• A cluster on bare metal.
    • A provisioned persistent volume (PV) with ReadWriteMany access mode, such as NFS.
    • Must have "100Gi" capacity.

    Procedure

    1. To configure the registry to use storage, change the spec.storage.pvc in the configs.imageregistry/cluster resource.

    2. Verify we do not have a registry pod:

        $ oc get pod -n openshift-image-registry
        

    If the storage type is emptyDIR, the replica number can not be greater than 1. If the storage type is NFS, and we want to scale up the registry Pod by setting replica1 enable the no_wdelay mount option. For example:

      # cat /etc/exports
      /mnt/data *(rw,sync,no_wdelay,no_root_squash,insecure,fsid=0)
      sh-4.3# exportfs -rv
      exporting *:/mnt/data
      

    1. Check the registry configuration:

        $ oc edit configs.imageregistry.operator.openshift.io
        
        storage:
          pvc:
            claim:
        

      Leave the claim field blank to allow the automatic creation of an image-registry-storage PVC.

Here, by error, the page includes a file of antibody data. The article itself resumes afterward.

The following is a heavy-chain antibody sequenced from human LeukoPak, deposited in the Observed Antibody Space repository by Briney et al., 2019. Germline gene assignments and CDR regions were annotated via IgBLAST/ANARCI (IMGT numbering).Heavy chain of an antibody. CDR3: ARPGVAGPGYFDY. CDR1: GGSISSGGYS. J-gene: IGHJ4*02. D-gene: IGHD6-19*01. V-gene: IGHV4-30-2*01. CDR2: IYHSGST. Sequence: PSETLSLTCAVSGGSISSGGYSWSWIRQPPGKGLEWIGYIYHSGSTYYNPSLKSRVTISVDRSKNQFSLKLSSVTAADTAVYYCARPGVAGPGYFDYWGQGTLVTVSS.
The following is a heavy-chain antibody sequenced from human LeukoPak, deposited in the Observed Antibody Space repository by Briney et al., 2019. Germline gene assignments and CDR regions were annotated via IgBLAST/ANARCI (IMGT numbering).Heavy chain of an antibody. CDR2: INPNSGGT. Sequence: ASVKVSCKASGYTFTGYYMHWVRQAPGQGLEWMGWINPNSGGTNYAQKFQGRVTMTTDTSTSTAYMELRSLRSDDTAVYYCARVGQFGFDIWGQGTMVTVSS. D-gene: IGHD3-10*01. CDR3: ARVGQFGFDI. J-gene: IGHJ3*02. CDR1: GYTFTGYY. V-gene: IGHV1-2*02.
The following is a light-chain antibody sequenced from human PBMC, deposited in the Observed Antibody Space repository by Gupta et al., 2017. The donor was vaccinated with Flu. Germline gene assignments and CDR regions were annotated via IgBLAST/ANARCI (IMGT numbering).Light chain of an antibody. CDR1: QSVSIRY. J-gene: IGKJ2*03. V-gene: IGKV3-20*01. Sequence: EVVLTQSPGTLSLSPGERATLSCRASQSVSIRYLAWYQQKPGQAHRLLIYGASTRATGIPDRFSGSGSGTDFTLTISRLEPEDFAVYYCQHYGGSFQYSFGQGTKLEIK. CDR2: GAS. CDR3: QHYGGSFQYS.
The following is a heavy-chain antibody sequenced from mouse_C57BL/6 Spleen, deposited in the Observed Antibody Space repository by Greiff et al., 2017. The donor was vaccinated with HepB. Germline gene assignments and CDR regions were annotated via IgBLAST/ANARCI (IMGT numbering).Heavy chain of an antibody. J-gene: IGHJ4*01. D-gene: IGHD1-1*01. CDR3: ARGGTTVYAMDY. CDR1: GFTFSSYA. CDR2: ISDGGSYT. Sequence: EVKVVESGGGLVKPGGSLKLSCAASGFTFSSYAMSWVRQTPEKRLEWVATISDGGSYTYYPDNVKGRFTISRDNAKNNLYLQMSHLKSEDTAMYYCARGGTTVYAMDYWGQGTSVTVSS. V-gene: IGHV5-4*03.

2. Check the clusteroperator status:

        $ oc get clusteroperator image-registry
        


    Configure storage for the image registry in non-production clusters

    Configure storage for the image registry Operator. For non-production clusters, we can set the image registry to an empty directory. If we do so, all images are lost if you restart the registry.

    Procedure

    • To set the image registry storage to an empty directory:

        $ oc patch configs.imageregistry.operator.openshift.io cluster --type merge --patch '{"spec":{"storage":{"emptyDir":{}}}}'
        
      Warning

      Configure this option for only non-production clusters.

      If you run this command before the Image Registry Operator initializes its components, the oc patch command fails with the following error:

        Error from server (NotFound): configs.imageregistry.operator.openshift.io "cluster" not found
        

      Wait a few minutes and run the command again.


    Complete installation on user-provisioned infrastructure

    After you complete the Operator configuration, we can finish installing the cluster on infrastructure that we provide.

    Prerequisites

    • Your control plane has initialized.
    • You have completed the initial Operator configuration.

    Procedure